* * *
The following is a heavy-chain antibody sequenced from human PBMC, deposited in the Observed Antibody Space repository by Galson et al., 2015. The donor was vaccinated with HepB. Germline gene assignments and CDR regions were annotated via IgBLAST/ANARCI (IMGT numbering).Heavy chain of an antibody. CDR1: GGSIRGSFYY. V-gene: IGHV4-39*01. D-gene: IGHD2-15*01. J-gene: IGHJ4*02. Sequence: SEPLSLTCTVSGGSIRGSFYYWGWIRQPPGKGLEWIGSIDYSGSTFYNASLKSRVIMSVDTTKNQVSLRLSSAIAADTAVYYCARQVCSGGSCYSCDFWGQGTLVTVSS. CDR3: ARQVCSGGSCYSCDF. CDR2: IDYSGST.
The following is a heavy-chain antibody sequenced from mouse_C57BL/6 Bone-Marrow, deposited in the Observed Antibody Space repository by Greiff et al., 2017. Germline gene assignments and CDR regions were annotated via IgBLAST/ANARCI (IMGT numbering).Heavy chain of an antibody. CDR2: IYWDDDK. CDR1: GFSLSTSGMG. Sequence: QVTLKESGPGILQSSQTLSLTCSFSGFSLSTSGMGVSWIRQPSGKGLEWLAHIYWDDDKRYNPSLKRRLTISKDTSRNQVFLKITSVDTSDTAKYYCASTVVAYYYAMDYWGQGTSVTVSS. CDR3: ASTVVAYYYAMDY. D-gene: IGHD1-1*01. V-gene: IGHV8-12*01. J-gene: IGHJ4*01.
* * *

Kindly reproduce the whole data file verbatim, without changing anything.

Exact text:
The following is a heavy-chain antibody sequenced from human PBMC, deposited in the Observed Antibody Space repository by Galson et al., 2015. The donor was vaccinated with HepB. Germline gene assignments and CDR regions were annotated via IgBLAST/ANARCI (IMGT numbering).Heavy chain of an antibody. CDR1: GGSIRGSFYY. V-gene: IGHV4-39*01. D-gene: IGHD2-15*01. J-gene: IGHJ4*02. Sequence: SEPLSLTCTVSGGSIRGSFYYWGWIRQPPGKGLEWIGSIDYSGSTFYNASLKSRVIMSVDTTKNQVSLRLSSAIAADTAVYYCARQVCSGGSCYSCDFWGQGTLVTVSS. CDR3: ARQVCSGGSCYSCDF. CDR2: IDYSGST.
The following is a heavy-chain antibody sequenced from mouse_C57BL/6 Bone-Marrow, deposited in the Observed Antibody Space repository by Greiff et al., 2017. Germline gene assignments and CDR regions were annotated via IgBLAST/ANARCI (IMGT numbering).Heavy chain of an antibody. CDR2: IYWDDDK. CDR1: GFSLSTSGMG. Sequence: QVTLKESGPGILQSSQTLSLTCSFSGFSLSTSGMGVSWIRQPSGKGLEWLAHIYWDDDKRYNPSLKRRLTISKDTSRNQVFLKITSVDTSDTAKYYCASTVVAYYYAMDYWGQGTSVTVSS. CDR3: ASTVVAYYYAMDY. D-gene: IGHD1-1*01. V-gene: IGHV8-12*01. J-gene: IGHJ4*01.